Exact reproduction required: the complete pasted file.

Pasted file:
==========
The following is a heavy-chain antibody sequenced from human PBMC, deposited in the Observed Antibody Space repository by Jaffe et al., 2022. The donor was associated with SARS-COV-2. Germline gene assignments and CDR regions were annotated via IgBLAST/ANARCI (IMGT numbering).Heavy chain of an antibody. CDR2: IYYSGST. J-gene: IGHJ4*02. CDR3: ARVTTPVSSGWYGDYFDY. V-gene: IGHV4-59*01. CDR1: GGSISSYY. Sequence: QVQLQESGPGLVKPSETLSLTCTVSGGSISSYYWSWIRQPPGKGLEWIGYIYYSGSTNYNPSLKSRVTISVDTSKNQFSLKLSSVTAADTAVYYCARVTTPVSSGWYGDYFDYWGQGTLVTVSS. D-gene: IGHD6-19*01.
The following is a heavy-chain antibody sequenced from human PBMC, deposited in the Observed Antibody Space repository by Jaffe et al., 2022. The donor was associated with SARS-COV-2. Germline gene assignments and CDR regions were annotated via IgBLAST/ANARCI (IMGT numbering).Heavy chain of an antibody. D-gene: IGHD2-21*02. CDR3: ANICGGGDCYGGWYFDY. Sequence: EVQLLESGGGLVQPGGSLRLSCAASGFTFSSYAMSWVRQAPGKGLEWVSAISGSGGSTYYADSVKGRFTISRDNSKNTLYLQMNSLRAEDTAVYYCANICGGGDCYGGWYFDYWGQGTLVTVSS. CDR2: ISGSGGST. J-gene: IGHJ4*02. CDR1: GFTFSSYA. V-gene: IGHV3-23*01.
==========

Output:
The following is a heavy-chain antibody sequenced from human PBMC, deposited in the Observed Antibody Space repository by Jaffe et al., 2022. The donor was associated with SARS-COV-2. Germline gene assignments and CDR regions were annotated via IgBLAST/ANARCI (IMGT numbering).Heavy chain of an antibody. CDR2: IYYSGST. J-gene: IGHJ4*02. CDR3: ARVTTPVSSGWYGDYFDY. V-gene: IGHV4-59*01. CDR1: GGSISSYY. Sequence: QVQLQESGPGLVKPSETLSLTCTVSGGSISSYYWSWIRQPPGKGLEWIGYIYYSGSTNYNPSLKSRVTISVDTSKNQFSLKLSSVTAADTAVYYCARVTTPVSSGWYGDYFDYWGQGTLVTVSS. D-gene: IGHD6-19*01.
The following is a heavy-chain antibody sequenced from human PBMC, deposited in the Observed Antibody Space repository by Jaffe et al., 2022. The donor was associated with SARS-COV-2. Germline gene assignments and CDR regions were annotated via IgBLAST/ANARCI (IMGT numbering).Heavy chain of an antibody. D-gene: IGHD2-21*02. CDR3: ANICGGGDCYGGWYFDY. Sequence: EVQLLESGGGLVQPGGSLRLSCAASGFTFSSYAMSWVRQAPGKGLEWVSAISGSGGSTYYADSVKGRFTISRDNSKNTLYLQMNSLRAEDTAVYYCANICGGGDCYGGWYFDYWGQGTLVTVSS. CDR2: ISGSGGST. J-gene: IGHJ4*02. CDR1: GFTFSSYA. V-gene: IGHV3-23*01.